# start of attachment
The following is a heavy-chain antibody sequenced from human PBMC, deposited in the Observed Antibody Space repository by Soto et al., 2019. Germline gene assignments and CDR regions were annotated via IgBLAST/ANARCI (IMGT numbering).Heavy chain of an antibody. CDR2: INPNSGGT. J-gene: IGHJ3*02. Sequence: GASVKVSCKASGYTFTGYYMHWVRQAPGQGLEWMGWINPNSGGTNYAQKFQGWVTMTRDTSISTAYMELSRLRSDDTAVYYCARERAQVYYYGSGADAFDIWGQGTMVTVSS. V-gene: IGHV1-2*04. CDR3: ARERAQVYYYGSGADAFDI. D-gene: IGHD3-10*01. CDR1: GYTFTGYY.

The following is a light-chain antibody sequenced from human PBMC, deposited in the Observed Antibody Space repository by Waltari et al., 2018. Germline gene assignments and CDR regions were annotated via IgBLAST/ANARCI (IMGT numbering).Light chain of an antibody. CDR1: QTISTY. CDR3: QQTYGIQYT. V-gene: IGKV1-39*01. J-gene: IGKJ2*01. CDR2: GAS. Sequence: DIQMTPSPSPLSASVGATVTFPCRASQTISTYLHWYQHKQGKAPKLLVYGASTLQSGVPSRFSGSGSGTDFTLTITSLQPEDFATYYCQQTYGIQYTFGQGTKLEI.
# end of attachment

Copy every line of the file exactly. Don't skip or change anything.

The following is a heavy-chain antibody sequenced from human PBMC, deposited in the Observed Antibody Space repository by Soto et al., 2019. Germline gene assignments and CDR regions were annotated via IgBLAST/ANARCI (IMGT numbering).Heavy chain of an antibody. CDR2: INPNSGGT. J-gene: IGHJ3*02. Sequence: GASVKVSCKASGYTFTGYYMHWVRQAPGQGLEWMGWINPNSGGTNYAQKFQGWVTMTRDTSISTAYMELSRLRSDDTAVYYCARERAQVYYYGSGADAFDIWGQGTMVTVSS. V-gene: IGHV1-2*04. CDR3: ARERAQVYYYGSGADAFDI. D-gene: IGHD3-10*01. CDR1: GYTFTGYY.

The following is a light-chain antibody sequenced from human PBMC, deposited in the Observed Antibody Space repository by Waltari et al., 2018. Germline gene assignments and CDR regions were annotated via IgBLAST/ANARCI (IMGT numbering).Light chain of an antibody. CDR1: QTISTY. CDR3: QQTYGIQYT. V-gene: IGKV1-39*01. J-gene: IGKJ2*01. CDR2: GAS. Sequence: DIQMTPSPSPLSASVGATVTFPCRASQTISTYLHWYQHKQGKAPKLLVYGASTLQSGVPSRFSGSGSGTDFTLTITSLQPEDFATYYCQQTYGIQYTFGQGTKLEI.